Banking as an industry was one of the most thriving industries from the industrialization era or even before. It has been the cornerstone of many key transformational initiatives in the global economic construction. As a young lad, I would still remember me being taken to the bank, just to help me understand banking processes and meet the wonderful people that worked there. The typical mindset was that bankers were highly informed and influential people, a healthy relationship with them was but imminent. It was thus a relation built on a foundation of trust with fewer customers- largely local supported by cozy branches.
This industry was largely insulated from larger disruption and often fiercely protected by the country’s regulator. It is probably this protectionism that injected complacency. Banks grew to be more internally focused, driven by a set of factory like processes, supported by technology that manufactured products at a phenomenal pace. Customer progressively took a backseat in bank’s design of products and services, which was increasing driven by profit and other internal consideration.
Over the years this has changed, globalization has brought with it many new banks with vividly skilled bankers, robust stock markets that drove up banking stocks, financial technology companies that have simple means to disintermediate revenues in niche areas, technology platforms that have helped banks create newer complex products and services and digitalize operations, and also brought scale – laying the foundation to mass yet differentiated banking. Is this a new phenomenon that has taken banking off-guard, off course not, it is the pace at which it is happening and the support to the changes from regulators that has set the alarm bells ringing.
We often blame the fluid regulatory environment, the advent of fintechs and other external factors for increasing pressures on margin and profitability among banks. While that is partially correct, there are many levers within the bank’s locus of control that are often unused or abused. Some of such misadventures include -Organization structure and Lines of businesses being created to accommodate people’s growth aspirations and not synergy, Innovation being compartmentalized and localized to a team without an org-wide participation, New products and services often being conceptualized with internal and existing capabilities as constraints, mindless automation driving more complexity and escalated commitment, islands of excellence being created and nurtured without an pan organization view of future innovation and growth, KYC( Know Your Customer) being treated in an abject sense of regulatory requirement and not as a way to truly understand the customer, cross sell and up-sell targets that have but applied a lot of pressure on the integrity of the bank relationship managers leading to miss-sell without having to worry about being tracked and penalized for wrong actions. These are just some of the reasons for many of the self-inflicted injuries that banks have brought upon themselves, they certainly have impacted trust and created an experience deficit between them and the customer.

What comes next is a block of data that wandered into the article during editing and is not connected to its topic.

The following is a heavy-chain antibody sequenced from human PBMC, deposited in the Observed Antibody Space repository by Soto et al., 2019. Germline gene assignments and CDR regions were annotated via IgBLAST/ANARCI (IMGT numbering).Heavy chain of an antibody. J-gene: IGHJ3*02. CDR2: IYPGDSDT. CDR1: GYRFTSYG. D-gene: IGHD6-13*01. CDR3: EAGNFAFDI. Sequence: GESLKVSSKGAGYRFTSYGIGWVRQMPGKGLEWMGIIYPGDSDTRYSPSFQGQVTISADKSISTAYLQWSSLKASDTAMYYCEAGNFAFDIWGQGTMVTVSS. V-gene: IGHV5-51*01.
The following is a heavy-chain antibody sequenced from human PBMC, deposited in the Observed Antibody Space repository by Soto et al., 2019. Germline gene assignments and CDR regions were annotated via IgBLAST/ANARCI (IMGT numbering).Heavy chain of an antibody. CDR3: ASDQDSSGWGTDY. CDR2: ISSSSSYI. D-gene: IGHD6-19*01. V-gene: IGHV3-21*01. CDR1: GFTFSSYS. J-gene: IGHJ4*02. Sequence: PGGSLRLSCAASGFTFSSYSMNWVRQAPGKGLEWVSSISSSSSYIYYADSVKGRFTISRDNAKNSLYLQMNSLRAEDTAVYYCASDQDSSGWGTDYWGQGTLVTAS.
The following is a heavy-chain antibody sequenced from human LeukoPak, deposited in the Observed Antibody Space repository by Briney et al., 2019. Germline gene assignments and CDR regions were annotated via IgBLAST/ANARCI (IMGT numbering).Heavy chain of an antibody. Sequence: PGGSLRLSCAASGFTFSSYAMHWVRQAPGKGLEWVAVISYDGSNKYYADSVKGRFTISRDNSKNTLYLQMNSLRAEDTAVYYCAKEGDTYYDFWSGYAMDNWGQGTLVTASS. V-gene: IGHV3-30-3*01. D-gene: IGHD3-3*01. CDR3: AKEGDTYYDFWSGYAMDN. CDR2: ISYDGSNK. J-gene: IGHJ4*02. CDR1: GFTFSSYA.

By now you would appreciate the fact that customer experience is not skin deep, it is driven by a nexus of forces and is in effect the summation of various interactions, transactions and engagement that a customer has been having with the bank. So the question is, is there a ready formula that banks can adapt in their path to Customer Experience (CX) transformation? Unfortunately NOT, every bank today needs to bear its own cross on its path to superior customer experience. However, what I call the Beatitudes of CX transformation can be those sign boards or golden rules that can help in providing some guidance
Beatitudes of CX Transformation
- Reinvent the banking design point – do not be constrained
- Lay eyes on the matrices – to define and gauge success
- Get the data foundation right and a construct to glen insights
- Let your employees be your ambassadors of change
- Resist the temptation of incremental market adjustments
- Chart the customer journey and set a feedback loop with real customers
- Create trusted partnerships and avoid transactional relationships
- Look beyond your industry
Listing of each one of these beatitudes is a result of my experience working with clients across the globe in my own journey as a consultant and have real stories attached with them, that I would love to share. Stay connected as I write on each one of these – giving my humble view of what these mean, how we get it right, what are the methods that banks can employ and what are the pitfalls one need to be aware of.
Do feel free to share your experiences that can enrich the unfolding story…